​Furthermore, the exact role of White blood cells is unclear and the proportion of White blood Cells (Leucocytes) varies on the type of PRP system used.  Recent meta-analyses (Analysis of multiple studies) of PRP use identified that leukocyte-rich PRP had a strongly positive outcome in the treatment of tendinopathies (worn tendons). [Fitzpatrick J, Bulsara M, Zheng MH. The effectiveness of platelet-rich plasma in the treatment of tendinopathy: a meta-analysis of randomized controlled clinical trials [published online June 6, 2016]. Am J Sports Med. doi:10.1177/0363546516643716]

However, there may also be negative effects from these white blood cells in causing further inflammation, leading to fibrosis. A healthy immune system depends on white blood cells, but the cells’ role in PRP therapy is unclear.

What conditions is PRP used to treat?

In relation to musculoskeletal conditions PRP has been used in the treatment of conditions relating to pain caused by tendons and joints.

Tendon damage is commonly referred to as tendinitis, tendinosis, or tendinopathy. Tendinitis is an inflammatory condition, but research has shown that most tendon injuries do not exhibit inflammation. Rather, the primary problem appears to be a breakdown (degeneration) of the structural composition (collagen), strength, and stability. In some cases this degeneration results in tendon tears. Medical professionals describe this tendon degeneration as tendinosis or tendinopathy.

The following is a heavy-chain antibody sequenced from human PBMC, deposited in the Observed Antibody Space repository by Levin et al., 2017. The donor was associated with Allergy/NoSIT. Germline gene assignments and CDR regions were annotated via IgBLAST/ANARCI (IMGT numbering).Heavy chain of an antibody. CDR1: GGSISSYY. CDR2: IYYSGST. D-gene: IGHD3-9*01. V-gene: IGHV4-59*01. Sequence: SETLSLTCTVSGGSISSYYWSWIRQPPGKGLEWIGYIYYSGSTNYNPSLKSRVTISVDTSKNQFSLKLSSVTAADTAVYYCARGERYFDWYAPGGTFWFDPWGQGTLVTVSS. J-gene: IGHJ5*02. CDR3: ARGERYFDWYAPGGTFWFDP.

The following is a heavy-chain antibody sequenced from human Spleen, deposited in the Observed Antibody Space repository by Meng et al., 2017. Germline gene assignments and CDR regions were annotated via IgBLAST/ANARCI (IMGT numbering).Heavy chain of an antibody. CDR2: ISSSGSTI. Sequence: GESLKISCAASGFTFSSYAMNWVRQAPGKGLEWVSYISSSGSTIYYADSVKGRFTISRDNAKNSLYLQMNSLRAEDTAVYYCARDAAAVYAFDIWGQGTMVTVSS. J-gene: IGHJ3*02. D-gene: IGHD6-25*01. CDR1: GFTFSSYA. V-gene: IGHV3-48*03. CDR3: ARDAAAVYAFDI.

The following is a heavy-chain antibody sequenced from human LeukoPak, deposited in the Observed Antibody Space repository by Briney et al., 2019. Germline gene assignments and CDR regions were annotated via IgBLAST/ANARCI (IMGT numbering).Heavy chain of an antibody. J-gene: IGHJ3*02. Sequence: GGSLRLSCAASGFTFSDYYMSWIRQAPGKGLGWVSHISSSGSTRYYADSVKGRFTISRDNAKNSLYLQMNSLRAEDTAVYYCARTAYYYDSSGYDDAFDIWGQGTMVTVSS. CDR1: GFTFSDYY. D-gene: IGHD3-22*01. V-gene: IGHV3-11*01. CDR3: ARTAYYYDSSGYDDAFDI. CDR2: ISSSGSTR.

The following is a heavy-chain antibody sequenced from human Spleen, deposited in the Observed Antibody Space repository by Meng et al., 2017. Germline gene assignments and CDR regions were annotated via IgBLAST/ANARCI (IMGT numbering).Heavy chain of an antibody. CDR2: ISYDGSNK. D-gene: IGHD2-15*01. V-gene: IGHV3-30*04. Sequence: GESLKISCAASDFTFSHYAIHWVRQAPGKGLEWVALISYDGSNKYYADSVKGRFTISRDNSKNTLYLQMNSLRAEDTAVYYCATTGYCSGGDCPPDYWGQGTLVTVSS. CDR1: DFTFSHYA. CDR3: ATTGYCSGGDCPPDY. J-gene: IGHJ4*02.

In relation to joints, cartilage damage that causes pain and stiffness in joints is called osteoarthritis. Pain is caused by the inflammation in the joint and the stiffness by the worn out cartilage.

The theoretical aim of PRP is to help regenerate the damaged tendons or cartilage. 

Are PRP injections effective & what is the evidence?

The evidence relating to clinical use of PRP is difficult to conclusively interpret as outcome varies depending on the preparation method and composition of the PRP, underlying medical condition, location on the body and tissue type.

Never the less, although there is growing evidence for the efficacy of PRP, there is no conclusive high quality evidence at present and studies show conflicting results.

What is certain is that PRP does not work on everyone and not in all conditions currently used for. 

There is no conclusive evidence to support one type of PRP method over another and no conclusive evidence to support PRP use over standard treatment with Cortisone.

However, PRP is very safe and offers an alternative to steroid injections in certain conditions without the small risks associated with steroids.